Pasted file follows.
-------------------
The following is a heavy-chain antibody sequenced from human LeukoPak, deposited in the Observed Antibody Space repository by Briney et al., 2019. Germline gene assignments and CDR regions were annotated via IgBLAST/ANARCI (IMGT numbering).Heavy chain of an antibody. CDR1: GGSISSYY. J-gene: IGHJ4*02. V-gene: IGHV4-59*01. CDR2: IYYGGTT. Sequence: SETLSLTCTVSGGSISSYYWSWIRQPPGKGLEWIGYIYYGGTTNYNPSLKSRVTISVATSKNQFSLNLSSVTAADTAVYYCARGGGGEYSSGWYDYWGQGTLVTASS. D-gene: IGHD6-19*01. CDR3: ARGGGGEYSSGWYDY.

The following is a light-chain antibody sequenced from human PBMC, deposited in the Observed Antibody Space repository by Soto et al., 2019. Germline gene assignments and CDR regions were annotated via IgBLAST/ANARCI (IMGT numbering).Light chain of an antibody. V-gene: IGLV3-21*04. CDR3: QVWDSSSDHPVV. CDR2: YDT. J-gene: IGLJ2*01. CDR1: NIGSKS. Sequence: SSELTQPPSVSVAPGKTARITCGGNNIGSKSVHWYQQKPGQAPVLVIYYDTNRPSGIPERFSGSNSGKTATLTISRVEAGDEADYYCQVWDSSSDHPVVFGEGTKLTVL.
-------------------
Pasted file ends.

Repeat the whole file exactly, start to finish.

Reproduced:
The following is a heavy-chain antibody sequenced from human LeukoPak, deposited in the Observed Antibody Space repository by Briney et al., 2019. Germline gene assignments and CDR regions were annotated via IgBLAST/ANARCI (IMGT numbering).Heavy chain of an antibody. CDR1: GGSISSYY. J-gene: IGHJ4*02. V-gene: IGHV4-59*01. CDR2: IYYGGTT. Sequence: SETLSLTCTVSGGSISSYYWSWIRQPPGKGLEWIGYIYYGGTTNYNPSLKSRVTISVATSKNQFSLNLSSVTAADTAVYYCARGGGGEYSSGWYDYWGQGTLVTASS. D-gene: IGHD6-19*01. CDR3: ARGGGGEYSSGWYDY.

The following is a light-chain antibody sequenced from human PBMC, deposited in the Observed Antibody Space repository by Soto et al., 2019. Germline gene assignments and CDR regions were annotated via IgBLAST/ANARCI (IMGT numbering).Light chain of an antibody. V-gene: IGLV3-21*04. CDR3: QVWDSSSDHPVV. CDR2: YDT. J-gene: IGLJ2*01. CDR1: NIGSKS. Sequence: SSELTQPPSVSVAPGKTARITCGGNNIGSKSVHWYQQKPGQAPVLVIYYDTNRPSGIPERFSGSNSGKTATLTISRVEAGDEADYYCQVWDSSSDHPVVFGEGTKLTVL.